The Winnipeg Jets on Sunday named Rick Bowness as the eighth head coach in the franchise’s history.
He becomes the Jets’ third head coach since the franchise relocated from Atlanta in 2011.
“We’re very excited to hire Rick Bowness as the third head coach of Jets 2.0,” Jets general manager Kevin Cheveldayoff said in a statement. “Rick brings a wealth of experience and knowledge, both in the NHL coaching ranks and as a player and coach in the city of Winnipeg. Rick is a fantastic hockey mind and an even better person and we’re confident he will lead this team to new heights.”
Bowness, 67, started his coaching career with the Jets, culminating in 28 games running the bench to close the 1988-89 season. The former right wing ended his NHL playing career with Winnipeg in the 1982 playoffs.
“I’m tremendously excited to be returning to Winnipeg,” Bowness said in a statement. “I’m appreciative of this chance presented to me by Kevin Cheveldayoff, Mark Chipman and the ownership group. We have an exciting group of talented young players with the Jets. So now my focus immediately turns to what it will take to get back into the Stanley Cup playoffs.”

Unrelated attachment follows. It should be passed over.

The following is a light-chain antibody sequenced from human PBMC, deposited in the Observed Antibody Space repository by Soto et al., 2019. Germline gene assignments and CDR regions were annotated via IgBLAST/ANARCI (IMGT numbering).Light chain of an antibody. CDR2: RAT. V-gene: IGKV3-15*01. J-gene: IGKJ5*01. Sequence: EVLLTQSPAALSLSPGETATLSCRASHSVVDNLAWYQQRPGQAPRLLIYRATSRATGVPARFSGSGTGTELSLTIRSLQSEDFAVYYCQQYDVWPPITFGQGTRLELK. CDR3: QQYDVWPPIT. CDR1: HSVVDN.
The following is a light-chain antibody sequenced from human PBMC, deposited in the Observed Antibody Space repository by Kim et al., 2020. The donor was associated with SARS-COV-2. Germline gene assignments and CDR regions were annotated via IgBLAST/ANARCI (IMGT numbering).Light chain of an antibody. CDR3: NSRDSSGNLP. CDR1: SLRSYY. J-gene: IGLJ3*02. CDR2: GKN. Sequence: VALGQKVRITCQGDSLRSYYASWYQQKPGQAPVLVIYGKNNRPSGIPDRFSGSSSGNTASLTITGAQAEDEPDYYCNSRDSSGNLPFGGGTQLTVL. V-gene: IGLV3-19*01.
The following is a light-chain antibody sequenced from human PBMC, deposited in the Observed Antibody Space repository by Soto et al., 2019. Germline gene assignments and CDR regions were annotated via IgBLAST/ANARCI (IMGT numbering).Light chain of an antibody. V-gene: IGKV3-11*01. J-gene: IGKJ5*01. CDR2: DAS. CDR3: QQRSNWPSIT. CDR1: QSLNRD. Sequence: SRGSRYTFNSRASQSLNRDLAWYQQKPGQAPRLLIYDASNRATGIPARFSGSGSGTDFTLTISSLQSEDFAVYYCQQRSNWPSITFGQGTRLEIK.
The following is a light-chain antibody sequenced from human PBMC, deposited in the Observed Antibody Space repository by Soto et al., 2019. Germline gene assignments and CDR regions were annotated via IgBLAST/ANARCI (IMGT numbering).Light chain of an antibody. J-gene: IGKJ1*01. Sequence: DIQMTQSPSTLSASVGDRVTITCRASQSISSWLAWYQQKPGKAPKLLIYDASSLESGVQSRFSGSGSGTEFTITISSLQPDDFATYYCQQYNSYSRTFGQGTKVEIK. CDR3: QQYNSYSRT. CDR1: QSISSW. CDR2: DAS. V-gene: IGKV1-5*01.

Bowness spent most of the past three NHL seasons coaching the Dallas Stars. He led them to the 2020 Stanley Cup Final in the playoff bubble in Edmonton, where the Stars lost to the Tampa Bay Lightning. The Stars lost to Calgary in overtime of Game 7 in the first round of the playoff this year.
While Bowness was not under contract past this season, he said he was stepping away from the Stars to “allow the organization the opportunity to pursue a different direction at the head coaching position.″
The Stars hired Pete DeBoer to replace Bowness last month.
Dave Lowry finished last season as Winnipeg’s interim head coach after current Florida coach Paul Maurice stepped down in December. The Jets missed the playoffs, finishing 39-32-11.
Bowness has been on an NHL bench for a record 2,562 regular-season games as a head coach or an assistant over nearly four decades. Along with Winnipeg (1989), he has coached Boston (1991-92), Ottawa (1992-96), the New York Islanders (1996-98), Phoenix (2004) and Dallas (2019-22). He also was an assistant for Vancouver and Tampa Bay.
The Associated Press contributed to this report.
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